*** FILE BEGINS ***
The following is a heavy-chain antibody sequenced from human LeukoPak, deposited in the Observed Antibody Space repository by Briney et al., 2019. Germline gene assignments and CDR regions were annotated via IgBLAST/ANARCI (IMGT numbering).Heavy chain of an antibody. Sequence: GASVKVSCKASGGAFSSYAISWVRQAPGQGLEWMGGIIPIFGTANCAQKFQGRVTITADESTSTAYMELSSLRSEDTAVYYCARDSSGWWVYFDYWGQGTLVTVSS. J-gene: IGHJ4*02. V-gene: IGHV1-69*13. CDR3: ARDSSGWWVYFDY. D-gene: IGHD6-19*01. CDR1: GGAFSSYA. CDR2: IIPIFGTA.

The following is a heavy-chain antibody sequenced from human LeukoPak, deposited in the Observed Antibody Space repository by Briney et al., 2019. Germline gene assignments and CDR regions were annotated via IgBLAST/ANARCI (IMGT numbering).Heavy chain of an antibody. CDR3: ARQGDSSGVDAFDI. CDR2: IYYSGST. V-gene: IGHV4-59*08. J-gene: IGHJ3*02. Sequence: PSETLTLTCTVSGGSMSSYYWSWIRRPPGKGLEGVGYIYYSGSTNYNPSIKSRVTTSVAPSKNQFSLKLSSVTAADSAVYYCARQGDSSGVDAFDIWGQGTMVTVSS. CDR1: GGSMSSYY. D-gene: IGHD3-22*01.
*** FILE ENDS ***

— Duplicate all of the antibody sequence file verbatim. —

The following is a heavy-chain antibody sequenced from human LeukoPak, deposited in the Observed Antibody Space repository by Briney et al., 2019. Germline gene assignments and CDR regions were annotated via IgBLAST/ANARCI (IMGT numbering).Heavy chain of an antibody. Sequence: GASVKVSCKASGGAFSSYAISWVRQAPGQGLEWMGGIIPIFGTANCAQKFQGRVTITADESTSTAYMELSSLRSEDTAVYYCARDSSGWWVYFDYWGQGTLVTVSS. J-gene: IGHJ4*02. V-gene: IGHV1-69*13. CDR3: ARDSSGWWVYFDY. D-gene: IGHD6-19*01. CDR1: GGAFSSYA. CDR2: IIPIFGTA.

The following is a heavy-chain antibody sequenced from human LeukoPak, deposited in the Observed Antibody Space repository by Briney et al., 2019. Germline gene assignments and CDR regions were annotated via IgBLAST/ANARCI (IMGT numbering).Heavy chain of an antibody. CDR3: ARQGDSSGVDAFDI. CDR2: IYYSGST. V-gene: IGHV4-59*08. J-gene: IGHJ3*02. Sequence: PSETLTLTCTVSGGSMSSYYWSWIRRPPGKGLEGVGYIYYSGSTNYNPSIKSRVTTSVAPSKNQFSLKLSSVTAADSAVYYCARQGDSSGVDAFDIWGQGTMVTVSS. CDR1: GGSMSSYY. D-gene: IGHD3-22*01.